Salt Pork with Pan Gravy
Another quite fatty staple for homesteaders is the infamous Salt Pork. Less meaty than modern bacon, it was preserved in a very salty brine rather than smoked. Most pioneer households had a barrel full of chunks of salt pork to help see them through the winter.
To make salt pork edible, parboiling was necessary before cooking to leech out as much salt as possible.
Slice salt pork thinly and lay in a single layer in your skillet. You may need two skillets or to cook the pork in shifts.
Cover the pork slices with COLD water, about halfway up the side of the skillet.
Over medium heat, bring the water up to a gentle boil and cook for one more minute.
Drain pork slices well, dredge lightly in the flour seasoned well with pepper (no salt at this point!!).
Return to pan (making sure all water is gone) and fry over medium heat, turning once, until brown and crisp. If you use a well seasoned pan, you should not need to add oil or grease. The salt pork will render enough of its own. If you don't have a well seasoned pan, or you know yours sticks a bit, add a very thin coating of oil to get started.
As the slices are done, remove to an oven proof dish and keep warm in a low oven while you finish frying the rest of the salt pork.
When all the pork is crisp and brown and keeping warm, pour off all but two tablespoons of the rendered fat. (you can save this for future use in the fridge, or discard carefully).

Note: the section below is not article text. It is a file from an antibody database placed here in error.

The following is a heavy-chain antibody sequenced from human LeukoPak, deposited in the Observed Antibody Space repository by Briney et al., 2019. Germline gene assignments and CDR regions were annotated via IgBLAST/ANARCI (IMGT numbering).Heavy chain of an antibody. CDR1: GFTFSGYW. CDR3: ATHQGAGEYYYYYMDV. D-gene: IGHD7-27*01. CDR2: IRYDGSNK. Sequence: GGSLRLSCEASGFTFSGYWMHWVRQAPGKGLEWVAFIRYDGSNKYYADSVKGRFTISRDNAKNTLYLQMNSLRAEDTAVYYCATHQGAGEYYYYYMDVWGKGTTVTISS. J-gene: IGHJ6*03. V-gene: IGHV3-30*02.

To the remaining fat, sprinkle the flour left over from dredging evenly into the pan and stir constantly to avoid lumps. You should have enough liquid to incorporate the flour and not become a paste, but not so much that it's very runny. If you have a paste, add some of your poured off drippings, if it is too thin, sprinkle more flour, a teaspoon at a time until you get the right consistency.
Keep stirring over a medium low heat until the flour is browned, but not burning. Browning the flour will bring out a rich, nutty flavor.
When the flour is browned, add the milk, a cup at a time, stirring constantly to avoid lumps. Simmer for a few minutes to allow to thicken and then adjust seasonings. It will probably not need salt, but it might need more pepper. If your gravy hasn't thickened enough, keep simmering until it reduces to your desired consistency. If it seems TOO thick, add milk, a little at a time, until you are happy with the result.
Serve with the salt pork and either biscuits or mashed potatoes. Yum. (Just don't tell your fitness trainer I gave you this recipe!!